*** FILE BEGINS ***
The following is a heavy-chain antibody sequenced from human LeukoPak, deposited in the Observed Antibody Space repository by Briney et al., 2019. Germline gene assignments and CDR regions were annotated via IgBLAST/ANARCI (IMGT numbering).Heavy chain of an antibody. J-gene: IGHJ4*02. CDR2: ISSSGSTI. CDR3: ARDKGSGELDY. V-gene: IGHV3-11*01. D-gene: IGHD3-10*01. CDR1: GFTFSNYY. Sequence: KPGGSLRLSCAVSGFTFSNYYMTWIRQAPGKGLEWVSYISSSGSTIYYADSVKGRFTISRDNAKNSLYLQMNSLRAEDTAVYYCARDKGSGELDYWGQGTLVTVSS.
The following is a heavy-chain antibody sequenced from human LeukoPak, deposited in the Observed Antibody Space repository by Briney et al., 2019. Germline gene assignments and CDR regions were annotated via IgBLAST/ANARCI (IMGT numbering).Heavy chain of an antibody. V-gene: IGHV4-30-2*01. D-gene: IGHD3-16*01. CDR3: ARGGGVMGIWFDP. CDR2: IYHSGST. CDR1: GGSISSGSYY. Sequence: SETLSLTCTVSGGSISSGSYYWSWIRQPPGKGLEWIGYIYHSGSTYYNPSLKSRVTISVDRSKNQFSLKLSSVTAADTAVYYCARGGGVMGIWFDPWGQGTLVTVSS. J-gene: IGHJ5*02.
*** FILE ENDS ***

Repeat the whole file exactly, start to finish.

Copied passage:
The following is a heavy-chain antibody sequenced from human LeukoPak, deposited in the Observed Antibody Space repository by Briney et al., 2019. Germline gene assignments and CDR regions were annotated via IgBLAST/ANARCI (IMGT numbering).Heavy chain of an antibody. J-gene: IGHJ4*02. CDR2: ISSSGSTI. CDR3: ARDKGSGELDY. V-gene: IGHV3-11*01. D-gene: IGHD3-10*01. CDR1: GFTFSNYY. Sequence: KPGGSLRLSCAVSGFTFSNYYMTWIRQAPGKGLEWVSYISSSGSTIYYADSVKGRFTISRDNAKNSLYLQMNSLRAEDTAVYYCARDKGSGELDYWGQGTLVTVSS.
The following is a heavy-chain antibody sequenced from human LeukoPak, deposited in the Observed Antibody Space repository by Briney et al., 2019. Germline gene assignments and CDR regions were annotated via IgBLAST/ANARCI (IMGT numbering).Heavy chain of an antibody. V-gene: IGHV4-30-2*01. D-gene: IGHD3-16*01. CDR3: ARGGGVMGIWFDP. CDR2: IYHSGST. CDR1: GGSISSGSYY. Sequence: SETLSLTCTVSGGSISSGSYYWSWIRQPPGKGLEWIGYIYHSGSTYYNPSLKSRVTISVDRSKNQFSLKLSSVTAADTAVYYCARGGGVMGIWFDPWGQGTLVTVSS. J-gene: IGHJ5*02.